Yatra Movie Review: YSR biopic is underwhelming but Mammootty saves the day

After Mahanati’s resounding success, Tollywood has developed a sweet spot for biopics. Recently, NTR Kathanyakudu hit the theatres and now it is Yatra’s turn to grace the screens. Yatra, on the life of YS Rajashekar Reddy, directed by Mahi V Raghav, is a film that shows a series of events that took place in 2003 and how it changed the course of politics in undivided Andhra Pradesh.

Mammootty as YS Rajashekar Reddy in Yatra

Right from trailers and interviews, Mahi and Mammootty made it clear that Yatra is not a biopic on the life of late CM YS Rajashekar Reddy (YSR). The film, in simple words, concentrates on the iconic padayatra he took and how it propelled him to become the Chief Minister of Andhra Pradesh.

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YSR’s padayatra is indeed a monumental moment in Andhra Pradesh’s politics. In 2003, Congress had the upper hand and other political parties (including YSR’s) were facing the crunch. YSR’s idea to begin his padayatra turned the tables and eventually, he bet all odds to become the messiah of the people.

For non-Telugu speaking audience, Yatra could serve as a handbook on the events that happened in 2003. But, for Telugu-speaking people, Yatra turns out to be unimpressive as the film lacks the punch and fizzles out towards the end.

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The biopics that have released in recent times – Sanju, Mahanati and NTR Kathanayakudu – dehumanise their respective heroes and project them as gods (or victims of the situation, like in Sanju). Kudos to Mahi Raghav who showcases the humane side of YSR and stays away from glorifying him. More importantly, there are a lot of sequences that show YSR as a man and not a politician.

In that way, Yatra is a film that shows what kind of a man YSR was. While he is compassionate towards the suffering people have had to endure, he is also a person with a devil-may-care attitude. He is a person who undertakes the padayatra to understand the public and also makes his party leader wait for him. The scene in which he makes his party leader wait for him is one of the most well-written scenes in the film.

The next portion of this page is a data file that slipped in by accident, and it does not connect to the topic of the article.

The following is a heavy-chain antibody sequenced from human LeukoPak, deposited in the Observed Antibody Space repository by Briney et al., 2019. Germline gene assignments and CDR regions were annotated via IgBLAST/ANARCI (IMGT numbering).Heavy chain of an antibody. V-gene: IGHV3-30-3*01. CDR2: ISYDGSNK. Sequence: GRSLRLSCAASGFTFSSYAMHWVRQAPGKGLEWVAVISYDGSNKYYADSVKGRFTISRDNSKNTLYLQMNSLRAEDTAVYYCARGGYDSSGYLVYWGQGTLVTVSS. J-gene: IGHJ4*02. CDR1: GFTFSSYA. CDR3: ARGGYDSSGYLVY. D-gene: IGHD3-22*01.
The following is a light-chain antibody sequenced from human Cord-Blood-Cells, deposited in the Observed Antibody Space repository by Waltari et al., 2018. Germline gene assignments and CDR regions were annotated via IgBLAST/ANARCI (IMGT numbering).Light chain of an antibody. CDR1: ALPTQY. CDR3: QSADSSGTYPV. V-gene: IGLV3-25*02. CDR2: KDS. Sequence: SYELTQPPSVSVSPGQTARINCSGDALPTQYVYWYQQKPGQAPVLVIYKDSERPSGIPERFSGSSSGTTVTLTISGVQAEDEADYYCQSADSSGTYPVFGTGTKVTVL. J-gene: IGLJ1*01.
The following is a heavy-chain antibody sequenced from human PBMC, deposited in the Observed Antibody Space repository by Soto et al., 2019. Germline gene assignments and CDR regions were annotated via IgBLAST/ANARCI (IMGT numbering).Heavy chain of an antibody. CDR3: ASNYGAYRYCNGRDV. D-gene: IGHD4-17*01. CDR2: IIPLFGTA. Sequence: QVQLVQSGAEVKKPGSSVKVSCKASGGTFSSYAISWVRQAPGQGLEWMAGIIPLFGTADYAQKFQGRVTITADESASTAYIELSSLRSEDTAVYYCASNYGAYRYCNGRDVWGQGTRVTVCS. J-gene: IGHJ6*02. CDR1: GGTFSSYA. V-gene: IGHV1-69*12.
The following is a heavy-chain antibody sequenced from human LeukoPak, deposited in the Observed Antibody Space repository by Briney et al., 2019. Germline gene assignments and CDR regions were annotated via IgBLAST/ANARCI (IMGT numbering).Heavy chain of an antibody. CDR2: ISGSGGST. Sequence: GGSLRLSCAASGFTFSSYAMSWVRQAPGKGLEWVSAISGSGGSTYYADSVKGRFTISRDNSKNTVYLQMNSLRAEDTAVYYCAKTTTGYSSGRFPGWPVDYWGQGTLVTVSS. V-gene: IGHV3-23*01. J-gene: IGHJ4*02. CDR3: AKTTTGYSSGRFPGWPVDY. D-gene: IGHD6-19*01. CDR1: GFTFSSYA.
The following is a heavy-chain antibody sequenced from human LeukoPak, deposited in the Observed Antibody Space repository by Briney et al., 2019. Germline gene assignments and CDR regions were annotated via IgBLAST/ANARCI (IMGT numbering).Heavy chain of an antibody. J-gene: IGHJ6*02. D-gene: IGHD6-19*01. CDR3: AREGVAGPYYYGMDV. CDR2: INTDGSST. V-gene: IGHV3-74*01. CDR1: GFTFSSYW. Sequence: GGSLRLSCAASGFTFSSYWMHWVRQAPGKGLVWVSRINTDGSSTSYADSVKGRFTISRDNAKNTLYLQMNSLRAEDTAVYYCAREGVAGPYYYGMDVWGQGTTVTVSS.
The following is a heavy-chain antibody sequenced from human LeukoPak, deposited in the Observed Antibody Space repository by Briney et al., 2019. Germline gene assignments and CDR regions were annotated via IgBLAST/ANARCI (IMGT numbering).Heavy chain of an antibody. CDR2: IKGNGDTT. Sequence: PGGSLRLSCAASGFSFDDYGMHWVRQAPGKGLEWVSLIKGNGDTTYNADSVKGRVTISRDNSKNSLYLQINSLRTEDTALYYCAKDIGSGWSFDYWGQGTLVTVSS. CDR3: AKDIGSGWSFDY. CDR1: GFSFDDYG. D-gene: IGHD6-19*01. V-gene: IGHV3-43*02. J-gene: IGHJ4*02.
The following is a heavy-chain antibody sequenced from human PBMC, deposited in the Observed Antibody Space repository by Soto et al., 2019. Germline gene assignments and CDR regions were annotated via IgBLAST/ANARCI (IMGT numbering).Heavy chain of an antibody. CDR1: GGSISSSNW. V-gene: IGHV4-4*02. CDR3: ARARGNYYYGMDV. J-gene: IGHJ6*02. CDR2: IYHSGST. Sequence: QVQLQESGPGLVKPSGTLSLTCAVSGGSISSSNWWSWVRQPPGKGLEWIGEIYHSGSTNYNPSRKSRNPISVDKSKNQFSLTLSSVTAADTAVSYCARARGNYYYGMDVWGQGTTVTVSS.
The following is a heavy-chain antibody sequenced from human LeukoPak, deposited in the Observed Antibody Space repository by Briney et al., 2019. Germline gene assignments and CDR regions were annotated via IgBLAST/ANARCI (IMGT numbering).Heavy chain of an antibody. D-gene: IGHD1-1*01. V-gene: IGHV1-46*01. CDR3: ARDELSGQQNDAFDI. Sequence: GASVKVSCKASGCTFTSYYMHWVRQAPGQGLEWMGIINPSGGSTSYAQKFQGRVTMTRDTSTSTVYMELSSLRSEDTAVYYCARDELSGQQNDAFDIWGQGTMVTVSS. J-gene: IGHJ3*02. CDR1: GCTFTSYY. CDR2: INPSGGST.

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Choosing Mammootty to step into the shoes of YSR is a bold choice and a successful one as well. He brings his own charisma and experience to the role. Mammootty, in several interviews, has said that he hasn’t imitated YSR and it has worked in his favour.

Any film for that matter, let alone biopics, is in need of a powerful antagonist. In this case, Mahi Raghav fails to showcase the opposition political parties and their reaction towards YSR’s rise as a probable Chief Minister. It would have given a new dimension to Yatra; but no, Mahi has safely stayed away from it.

Mammootty’s performance is refined and he does not have to mouth page-long dialogues to hold the viewer’s attention. However, the second half of the film forces him to mouth inspirational quotes one after another.

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Ashrita Vemuganti, who plays YSR’s wife Vijayamma, delivers a subtle yet memorable performance, as do Rao Ramesh and Posani.

Overall, if Mahi had avoided making the second half of the film a documentary, Yatra could’ve been a memorable journey.

Director Mahi Raghav’s Yatra, YSR biopic, starring Mammootty showcases the humane side of late CM YS Rajashekar Reddy. Despite its problems, Yatra is a one-time-watch, says our review.

2.5 out of 5 stars for Yatra.

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